Transurethral bulking agents such as collagen have been injected around the urethra to thicken tissue and control urine leakage.
Pessary, a removable device that supports the bladder neck by repositioning the urethra.

Surgical treatment for stress urinary incontinence has generally consisted of mesh techniques, also referred to as “sling” surgery. Mesh techniques became popular due to their minimally invasive nature compared to fascia or donor slings. However, surgical mesh for stress urinary incontinence has had somewhat of a turbulent history that has included numerous cases of complications. Now there is an alternative.
Innovative Technology for the Reduction of Stress Urinary Incontinence
Medical professionals are aware that our industry is constantly changing. New technologies are continually being assessed in stringent clinical trials. Earlier this year, the FDA cleared a new device by BTL Aesthetics, a leader in energy-based devices. This device, Emsella, reportedly tones the pelvic floor without a woman having to perform repetitive exercises. Emsella works via HIFEM®, a patent-protected technology that is already winning awards for its […]

The Role of Spinal Cord Stimulation is Expanding

Spinal cord stimulation (SCS) has been a known therapy for more than 50 years. At this time, approximately 35,000 patients receive an SCS implant each year. This method of pain management may have gained FDA approval in 1989, but since that time, its use has gained popularity among physicians and their patients. We recently discussed the value of spinal cord stimulation as a drug-free therapy. This conversation needs to continue so more patients are able to find relief from pain in a safe and meaningful way.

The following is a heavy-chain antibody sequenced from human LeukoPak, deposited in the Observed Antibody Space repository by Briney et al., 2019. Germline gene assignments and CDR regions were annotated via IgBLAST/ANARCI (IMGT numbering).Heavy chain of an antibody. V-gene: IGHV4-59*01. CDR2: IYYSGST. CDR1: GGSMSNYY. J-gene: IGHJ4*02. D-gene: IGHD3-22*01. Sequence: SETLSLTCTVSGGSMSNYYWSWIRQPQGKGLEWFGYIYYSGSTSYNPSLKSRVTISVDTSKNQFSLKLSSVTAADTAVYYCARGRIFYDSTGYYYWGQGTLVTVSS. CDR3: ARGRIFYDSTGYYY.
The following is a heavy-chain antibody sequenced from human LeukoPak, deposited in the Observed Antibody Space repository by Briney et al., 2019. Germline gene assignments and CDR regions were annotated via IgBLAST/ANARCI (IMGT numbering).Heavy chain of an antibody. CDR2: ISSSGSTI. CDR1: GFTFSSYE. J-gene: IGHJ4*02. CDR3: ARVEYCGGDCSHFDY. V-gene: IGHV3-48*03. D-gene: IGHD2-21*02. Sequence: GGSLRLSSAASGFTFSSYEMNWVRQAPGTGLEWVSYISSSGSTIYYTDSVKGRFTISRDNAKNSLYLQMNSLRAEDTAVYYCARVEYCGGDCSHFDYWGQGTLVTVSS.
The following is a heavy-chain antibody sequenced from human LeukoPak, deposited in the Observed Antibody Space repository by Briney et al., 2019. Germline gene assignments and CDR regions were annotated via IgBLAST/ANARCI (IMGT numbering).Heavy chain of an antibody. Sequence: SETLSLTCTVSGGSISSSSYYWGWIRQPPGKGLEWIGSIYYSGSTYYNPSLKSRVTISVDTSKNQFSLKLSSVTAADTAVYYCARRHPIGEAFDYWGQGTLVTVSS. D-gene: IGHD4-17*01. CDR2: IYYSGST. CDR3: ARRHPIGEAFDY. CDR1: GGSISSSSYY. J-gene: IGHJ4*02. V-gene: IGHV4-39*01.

Ways that Spinal Cord Stimulation is Being Used
Spinal cord stimulation works by delivering mild electrical stimulation to the nerve roots at the spinal column, where pain signals originate. These gentle electrical jolts inhibit the transmission of pain sensation from reaching the brain, thus minimizing or eliminating the pain a patient may otherwise have to medicate.

The primary use of SCS is to treat neuropathic pain, which develops out of nerve damage. The cause of nerve damage matters very little; SCS may manage pain originating in disease, injury, or other factors. Most commonly associated with post-surgical back and leg pain, spinal cord stimulation is expanding to usage in other areas of medicine.

In addition to helping patients who have undergone back surgery, SCS is increasingly being considered as an alternative to back surgery. This is especially so in cases where surgical intervention is not expected to fully resolve the cause of pain. Another common indication for spinal cord stimulation is to treat the symptoms of complex regional pain syndrome. Neuropathic pain related to peripheral nerve damage also responds very well to this modality. This includes instances of diabetes, trauma, viral infection, and other conditions.

Although primarily considered for neuropathic pain, spinal cord stimulation […]